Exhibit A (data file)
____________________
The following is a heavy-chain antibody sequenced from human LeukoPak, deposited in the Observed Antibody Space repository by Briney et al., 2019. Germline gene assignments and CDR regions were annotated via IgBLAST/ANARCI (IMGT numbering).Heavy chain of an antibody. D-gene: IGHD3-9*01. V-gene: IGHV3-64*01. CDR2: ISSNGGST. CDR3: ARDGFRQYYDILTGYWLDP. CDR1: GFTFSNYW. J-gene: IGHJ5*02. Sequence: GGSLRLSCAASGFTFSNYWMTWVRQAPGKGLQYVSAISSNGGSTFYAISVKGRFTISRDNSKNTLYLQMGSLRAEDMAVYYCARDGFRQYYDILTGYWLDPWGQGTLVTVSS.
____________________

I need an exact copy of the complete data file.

The following is a heavy-chain antibody sequenced from human LeukoPak, deposited in the Observed Antibody Space repository by Briney et al., 2019. Germline gene assignments and CDR regions were annotated via IgBLAST/ANARCI (IMGT numbering).Heavy chain of an antibody. D-gene: IGHD3-9*01. V-gene: IGHV3-64*01. CDR2: ISSNGGST. CDR3: ARDGFRQYYDILTGYWLDP. CDR1: GFTFSNYW. J-gene: IGHJ5*02. Sequence: GGSLRLSCAASGFTFSNYWMTWVRQAPGKGLQYVSAISSNGGSTFYAISVKGRFTISRDNSKNTLYLQMGSLRAEDMAVYYCARDGFRQYYDILTGYWLDPWGQGTLVTVSS.